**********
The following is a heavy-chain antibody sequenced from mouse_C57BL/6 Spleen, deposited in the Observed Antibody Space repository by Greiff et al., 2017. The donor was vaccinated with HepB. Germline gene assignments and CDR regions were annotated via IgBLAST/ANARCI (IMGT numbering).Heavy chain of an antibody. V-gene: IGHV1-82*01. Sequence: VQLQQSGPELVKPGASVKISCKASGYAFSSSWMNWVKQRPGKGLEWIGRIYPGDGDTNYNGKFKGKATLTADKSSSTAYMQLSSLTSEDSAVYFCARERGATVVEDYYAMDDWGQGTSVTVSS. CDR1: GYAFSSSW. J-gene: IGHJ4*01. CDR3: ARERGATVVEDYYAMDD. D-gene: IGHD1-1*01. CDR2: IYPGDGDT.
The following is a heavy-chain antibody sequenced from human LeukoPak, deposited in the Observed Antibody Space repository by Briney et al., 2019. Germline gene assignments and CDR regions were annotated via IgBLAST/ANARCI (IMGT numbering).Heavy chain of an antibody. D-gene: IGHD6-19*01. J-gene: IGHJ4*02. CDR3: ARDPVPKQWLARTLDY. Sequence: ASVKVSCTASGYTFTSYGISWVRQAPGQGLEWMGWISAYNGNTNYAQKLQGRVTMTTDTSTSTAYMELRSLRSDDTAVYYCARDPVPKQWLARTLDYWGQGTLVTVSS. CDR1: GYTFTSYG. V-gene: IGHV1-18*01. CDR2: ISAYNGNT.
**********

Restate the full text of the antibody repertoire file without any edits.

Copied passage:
The following is a heavy-chain antibody sequenced from mouse_C57BL/6 Spleen, deposited in the Observed Antibody Space repository by Greiff et al., 2017. The donor was vaccinated with HepB. Germline gene assignments and CDR regions were annotated via IgBLAST/ANARCI (IMGT numbering).Heavy chain of an antibody. V-gene: IGHV1-82*01. Sequence: VQLQQSGPELVKPGASVKISCKASGYAFSSSWMNWVKQRPGKGLEWIGRIYPGDGDTNYNGKFKGKATLTADKSSSTAYMQLSSLTSEDSAVYFCARERGATVVEDYYAMDDWGQGTSVTVSS. CDR1: GYAFSSSW. J-gene: IGHJ4*01. CDR3: ARERGATVVEDYYAMDD. D-gene: IGHD1-1*01. CDR2: IYPGDGDT.
The following is a heavy-chain antibody sequenced from human LeukoPak, deposited in the Observed Antibody Space repository by Briney et al., 2019. Germline gene assignments and CDR regions were annotated via IgBLAST/ANARCI (IMGT numbering).Heavy chain of an antibody. D-gene: IGHD6-19*01. J-gene: IGHJ4*02. CDR3: ARDPVPKQWLARTLDY. Sequence: ASVKVSCTASGYTFTSYGISWVRQAPGQGLEWMGWISAYNGNTNYAQKLQGRVTMTTDTSTSTAYMELRSLRSDDTAVYYCARDPVPKQWLARTLDYWGQGTLVTVSS. CDR1: GYTFTSYG. V-gene: IGHV1-18*01. CDR2: ISAYNGNT.